Waste incineration is the thermal oxidation of combustible matter with oxygen (from air) at sufficient temperatures to ignite the waste. The combustion design also generates heat sufficient to destroy volatile contaminants in the hot gases before being emitted through the stack. Cyclonator incinerators can be modified to recover energy contained in the waste gases.
Wastes are incinerated to destroy the mass and volume of material that would otherwise require disposal in landfills. Another important reason is to detoxify waste, since it can contain pathogenic, infectious or toxic materials. For example, in remote areas, where wildlife is present, incineration of waste is used to prevent scavenging and the spread of diseases.
Waste characteristics include combustible materials that thermally oxidize (burn) with oxygen in an air flow (21 per cent oxygen by volume with 79 per cent nitrogen) and non-combustible matter that does not (inert materials). In waste incineration operations, the non-combustible components end up as ash and a small portion of it is present in the hot gas in the form of particulate matter or dust emitted with the hot waste gasses (flue gas) from the stack.
There are different ways to characterize waste to quantify the combustion capacity for Cyclonator incinerators. The components are as follows:
A. WATER (moisture content)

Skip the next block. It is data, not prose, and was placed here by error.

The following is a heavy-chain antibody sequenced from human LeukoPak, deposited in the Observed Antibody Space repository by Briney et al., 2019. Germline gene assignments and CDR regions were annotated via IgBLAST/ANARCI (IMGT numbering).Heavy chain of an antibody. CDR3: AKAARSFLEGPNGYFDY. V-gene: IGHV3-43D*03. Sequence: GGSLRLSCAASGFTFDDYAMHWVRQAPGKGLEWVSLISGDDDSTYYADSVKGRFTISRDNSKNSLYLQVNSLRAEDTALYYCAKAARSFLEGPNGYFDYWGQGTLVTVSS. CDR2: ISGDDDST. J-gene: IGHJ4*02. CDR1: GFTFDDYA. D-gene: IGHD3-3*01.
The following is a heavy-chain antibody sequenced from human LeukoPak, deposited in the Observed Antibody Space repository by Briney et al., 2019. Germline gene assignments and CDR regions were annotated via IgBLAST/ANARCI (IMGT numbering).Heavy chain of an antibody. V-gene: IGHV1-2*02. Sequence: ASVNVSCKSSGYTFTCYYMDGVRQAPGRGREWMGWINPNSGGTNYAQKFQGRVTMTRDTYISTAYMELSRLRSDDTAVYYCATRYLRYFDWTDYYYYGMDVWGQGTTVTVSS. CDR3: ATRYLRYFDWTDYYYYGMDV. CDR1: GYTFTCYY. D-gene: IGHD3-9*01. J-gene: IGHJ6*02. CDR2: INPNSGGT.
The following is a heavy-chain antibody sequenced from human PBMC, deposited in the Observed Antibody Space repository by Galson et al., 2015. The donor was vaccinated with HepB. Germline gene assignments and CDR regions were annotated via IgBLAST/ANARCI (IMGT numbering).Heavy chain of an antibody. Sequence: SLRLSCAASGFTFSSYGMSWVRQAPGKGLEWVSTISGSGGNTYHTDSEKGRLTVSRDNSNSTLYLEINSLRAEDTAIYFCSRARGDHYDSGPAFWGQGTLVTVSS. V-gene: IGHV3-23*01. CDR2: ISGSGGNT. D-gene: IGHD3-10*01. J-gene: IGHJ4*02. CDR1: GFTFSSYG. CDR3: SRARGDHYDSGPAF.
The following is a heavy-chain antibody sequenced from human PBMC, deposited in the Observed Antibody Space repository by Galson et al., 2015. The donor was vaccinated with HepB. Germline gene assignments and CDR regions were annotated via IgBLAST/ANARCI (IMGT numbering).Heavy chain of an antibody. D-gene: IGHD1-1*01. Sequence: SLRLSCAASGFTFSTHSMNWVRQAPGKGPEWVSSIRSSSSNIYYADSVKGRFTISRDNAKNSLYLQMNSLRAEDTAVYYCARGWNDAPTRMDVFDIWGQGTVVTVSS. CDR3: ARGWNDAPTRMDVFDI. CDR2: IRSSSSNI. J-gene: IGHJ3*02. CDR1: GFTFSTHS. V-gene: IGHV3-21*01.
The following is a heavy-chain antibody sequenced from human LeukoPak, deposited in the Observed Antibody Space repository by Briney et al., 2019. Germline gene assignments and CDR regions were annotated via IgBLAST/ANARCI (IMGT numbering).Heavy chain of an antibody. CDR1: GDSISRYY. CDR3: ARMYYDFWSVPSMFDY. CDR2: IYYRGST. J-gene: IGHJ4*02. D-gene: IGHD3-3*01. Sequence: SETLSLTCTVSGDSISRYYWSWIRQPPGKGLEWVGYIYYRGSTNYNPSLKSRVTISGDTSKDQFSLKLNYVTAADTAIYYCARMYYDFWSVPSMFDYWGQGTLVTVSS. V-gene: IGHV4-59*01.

is an important component because, in incineration, it has to be evaporated, which requires energy and lowers the temperature of the flue gas.
are the components that react with heat and oxygen and release heat in the process. The higher the combustible content in the waste, the more air is needed for incineration. This component can be further classified as:
- Volatile, which is released to the gas phase when the combustible matter is heated without oxygen, and
- Fixed carbon, which remains in the solid waste after the volatile has been released. This is often referred to as charcoal.
C. NON-COMBUSTIBLE (ash)
is the component that does not react with oxygen. The higher the ash content in the waste, the less that can be incinerated without removing ash from the combustion chamber. NOTE: If the waste contains metals, such as lead or cadmium, these heavy metals will be present in the ash as well as in the particulate matter.